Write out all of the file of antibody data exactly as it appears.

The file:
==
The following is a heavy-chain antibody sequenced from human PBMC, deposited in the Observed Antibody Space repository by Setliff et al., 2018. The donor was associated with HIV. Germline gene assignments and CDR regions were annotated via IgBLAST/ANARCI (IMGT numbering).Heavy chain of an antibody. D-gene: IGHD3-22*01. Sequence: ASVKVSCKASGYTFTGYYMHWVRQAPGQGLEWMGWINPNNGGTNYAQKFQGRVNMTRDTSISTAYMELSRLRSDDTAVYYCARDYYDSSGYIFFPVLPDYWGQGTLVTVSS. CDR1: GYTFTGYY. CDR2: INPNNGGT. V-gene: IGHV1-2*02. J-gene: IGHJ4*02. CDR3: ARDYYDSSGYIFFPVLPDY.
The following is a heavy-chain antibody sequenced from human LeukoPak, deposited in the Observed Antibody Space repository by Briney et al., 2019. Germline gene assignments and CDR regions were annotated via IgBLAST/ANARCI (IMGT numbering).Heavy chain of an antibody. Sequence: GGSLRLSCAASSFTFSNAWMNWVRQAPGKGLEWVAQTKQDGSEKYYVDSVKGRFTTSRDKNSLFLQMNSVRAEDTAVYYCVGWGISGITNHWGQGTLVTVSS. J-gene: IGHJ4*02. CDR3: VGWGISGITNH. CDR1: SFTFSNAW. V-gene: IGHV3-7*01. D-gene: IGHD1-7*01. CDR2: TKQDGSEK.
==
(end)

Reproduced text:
The following is a heavy-chain antibody sequenced from human PBMC, deposited in the Observed Antibody Space repository by Setliff et al., 2018. The donor was associated with HIV. Germline gene assignments and CDR regions were annotated via IgBLAST/ANARCI (IMGT numbering).Heavy chain of an antibody. D-gene: IGHD3-22*01. Sequence: ASVKVSCKASGYTFTGYYMHWVRQAPGQGLEWMGWINPNNGGTNYAQKFQGRVNMTRDTSISTAYMELSRLRSDDTAVYYCARDYYDSSGYIFFPVLPDYWGQGTLVTVSS. CDR1: GYTFTGYY. CDR2: INPNNGGT. V-gene: IGHV1-2*02. J-gene: IGHJ4*02. CDR3: ARDYYDSSGYIFFPVLPDY.
The following is a heavy-chain antibody sequenced from human LeukoPak, deposited in the Observed Antibody Space repository by Briney et al., 2019. Germline gene assignments and CDR regions were annotated via IgBLAST/ANARCI (IMGT numbering).Heavy chain of an antibody. Sequence: GGSLRLSCAASSFTFSNAWMNWVRQAPGKGLEWVAQTKQDGSEKYYVDSVKGRFTTSRDKNSLFLQMNSVRAEDTAVYYCVGWGISGITNHWGQGTLVTVSS. J-gene: IGHJ4*02. CDR3: VGWGISGITNH. CDR1: SFTFSNAW. V-gene: IGHV3-7*01. D-gene: IGHD1-7*01. CDR2: TKQDGSEK.